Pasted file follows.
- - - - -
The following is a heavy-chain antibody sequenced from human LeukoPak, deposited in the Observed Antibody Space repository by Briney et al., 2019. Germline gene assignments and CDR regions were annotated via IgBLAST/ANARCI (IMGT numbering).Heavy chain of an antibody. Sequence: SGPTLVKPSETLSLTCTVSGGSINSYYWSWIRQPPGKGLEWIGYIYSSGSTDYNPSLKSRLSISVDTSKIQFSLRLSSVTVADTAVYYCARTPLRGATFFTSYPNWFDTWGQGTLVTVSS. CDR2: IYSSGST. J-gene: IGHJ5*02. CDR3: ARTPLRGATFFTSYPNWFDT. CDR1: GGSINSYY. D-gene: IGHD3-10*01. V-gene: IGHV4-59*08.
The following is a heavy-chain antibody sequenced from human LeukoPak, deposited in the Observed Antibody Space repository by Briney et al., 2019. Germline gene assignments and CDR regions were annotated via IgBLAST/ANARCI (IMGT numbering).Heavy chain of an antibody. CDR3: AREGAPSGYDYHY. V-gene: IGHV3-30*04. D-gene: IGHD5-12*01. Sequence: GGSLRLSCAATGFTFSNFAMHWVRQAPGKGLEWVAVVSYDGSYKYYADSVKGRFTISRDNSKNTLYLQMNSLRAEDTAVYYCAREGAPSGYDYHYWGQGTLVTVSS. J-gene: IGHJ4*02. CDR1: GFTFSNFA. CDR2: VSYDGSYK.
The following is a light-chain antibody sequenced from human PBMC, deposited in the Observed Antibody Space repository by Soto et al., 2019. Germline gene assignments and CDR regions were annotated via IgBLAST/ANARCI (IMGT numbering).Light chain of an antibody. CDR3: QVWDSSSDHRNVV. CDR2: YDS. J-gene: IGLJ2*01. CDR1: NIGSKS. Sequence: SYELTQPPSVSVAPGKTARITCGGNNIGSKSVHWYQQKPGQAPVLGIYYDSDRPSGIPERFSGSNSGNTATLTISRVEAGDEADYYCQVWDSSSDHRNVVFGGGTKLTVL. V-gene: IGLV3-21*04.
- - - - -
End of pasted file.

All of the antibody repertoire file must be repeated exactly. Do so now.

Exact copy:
The following is a heavy-chain antibody sequenced from human LeukoPak, deposited in the Observed Antibody Space repository by Briney et al., 2019. Germline gene assignments and CDR regions were annotated via IgBLAST/ANARCI (IMGT numbering).Heavy chain of an antibody. Sequence: SGPTLVKPSETLSLTCTVSGGSINSYYWSWIRQPPGKGLEWIGYIYSSGSTDYNPSLKSRLSISVDTSKIQFSLRLSSVTVADTAVYYCARTPLRGATFFTSYPNWFDTWGQGTLVTVSS. CDR2: IYSSGST. J-gene: IGHJ5*02. CDR3: ARTPLRGATFFTSYPNWFDT. CDR1: GGSINSYY. D-gene: IGHD3-10*01. V-gene: IGHV4-59*08.
The following is a heavy-chain antibody sequenced from human LeukoPak, deposited in the Observed Antibody Space repository by Briney et al., 2019. Germline gene assignments and CDR regions were annotated via IgBLAST/ANARCI (IMGT numbering).Heavy chain of an antibody. CDR3: AREGAPSGYDYHY. V-gene: IGHV3-30*04. D-gene: IGHD5-12*01. Sequence: GGSLRLSCAATGFTFSNFAMHWVRQAPGKGLEWVAVVSYDGSYKYYADSVKGRFTISRDNSKNTLYLQMNSLRAEDTAVYYCAREGAPSGYDYHYWGQGTLVTVSS. J-gene: IGHJ4*02. CDR1: GFTFSNFA. CDR2: VSYDGSYK.
The following is a light-chain antibody sequenced from human PBMC, deposited in the Observed Antibody Space repository by Soto et al., 2019. Germline gene assignments and CDR regions were annotated via IgBLAST/ANARCI (IMGT numbering).Light chain of an antibody. CDR3: QVWDSSSDHRNVV. CDR2: YDS. J-gene: IGLJ2*01. CDR1: NIGSKS. Sequence: SYELTQPPSVSVAPGKTARITCGGNNIGSKSVHWYQQKPGQAPVLGIYYDSDRPSGIPERFSGSNSGNTATLTISRVEAGDEADYYCQVWDSSSDHRNVVFGGGTKLTVL. V-gene: IGLV3-21*04.